|C2012765||6/5/1997||active||INTERNATIONAL FOREX OF CALIFORNIA, INC.
Dubai Currency Trading Scam Bust
02/07 - (Gulf News) Dubai: The Dubai Financial Services Authority (DFSA) said on Thursday it has broken a global currency trading scam.
The scam invited investors in Australia and Singapore to put their money in fictitious entities which claimed to be based in the Dubai International Financial Centre (DIFC).
One alleged operative, who liaised with potential investors using a UAE phone number, has been arrested in Dubai. At least six fraud victims contacted the DIFC regulator, leading to a four-week investigation.
"At this stage we cannot be certain about the size of the scam or investor losses, but we know that approximately $600,000 has passed through a bank account set up by these fraudsters in Malaysia," DFSA chief executive David Knott said.
The probe was conducted by DFSA and with the Emirates Securities and Commodities Authority and involved market regulators from Malaysia, Britain, the US and Singapore.
The racket operated three fictitious entities called the Dubai Options Exchange, the UAE Commodities Futures Board and Cambridge Capital Trading. All claimed to offer services within the DIFC.
The fraudsters used a US-based internet service provider. Australian and Singaporean investors were cold called by representatives of Cambridge Capital Trading to take options on currency movements.
The investors were then directed to the false websites and told to transfer funds into the bank account in Malaysia.
Florida is fertile for foreign currency fraud
02/06 - When investigators from the Commodities Futures Trading Commission looked into Lazaro Jose Rodriguez's bank accounts, they said they found that in a single month he had withdrawn customer trading funds to spend $173,251 on two Chevrolet Corvettes.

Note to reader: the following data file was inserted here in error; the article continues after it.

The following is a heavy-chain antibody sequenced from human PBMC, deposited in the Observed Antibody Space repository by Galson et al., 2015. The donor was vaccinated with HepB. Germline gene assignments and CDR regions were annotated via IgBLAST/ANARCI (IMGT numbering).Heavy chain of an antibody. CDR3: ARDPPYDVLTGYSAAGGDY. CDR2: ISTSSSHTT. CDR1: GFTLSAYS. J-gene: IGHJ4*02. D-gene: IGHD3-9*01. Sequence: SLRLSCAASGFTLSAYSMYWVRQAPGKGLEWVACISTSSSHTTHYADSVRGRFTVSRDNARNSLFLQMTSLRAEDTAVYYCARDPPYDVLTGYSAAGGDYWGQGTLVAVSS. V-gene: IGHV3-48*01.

In a separate case, the CFTC in December sued a Coral Springs man and the companies he ran, alleging they had fraudulently taken $14 million from at least 140 people by falsely claiming they made large profits trading foreign currency futures.
Commodities fraud, a growing problem in South Florida and across the nation, will be a topic of debate when industry leaders meet at the Futures Industry Association's annual conference next month in Boca Raton.
Though there are no reliable statistics on commodities fraud by geographic region, and many cases include suspects from different areas, the industry consensus is that South Florida outpaces the rest of the nation.
"The combination of numerous palm trees, roguish telemarketers, phone banks, rich retirees, telemarketing defense lawyers, and [South Florida's] close proximity to foreign jurisdictions makes it a magnet for those that want to earn their living with their tongue and a telephone," said Gregory Mocek, enforcement director for the CFTC, which polices the sale of commodity futures and options. "Pour a little Panama Jack suntan oil on the situation and you have a perfect environment where investors get burned."
In a suit filed earlier this month, the CFTC alleged that Miami-based Rodriguez had burned about 400 investors for a total of $1.5 million after promising them 300 percent trading profits. Rodriguez could not be reached for comment.
Among the trends the CFTC is finding in South Florida: Trading operations are overcharging customers by requiring them to pay both a commission and a so-called spread, essentially another commission.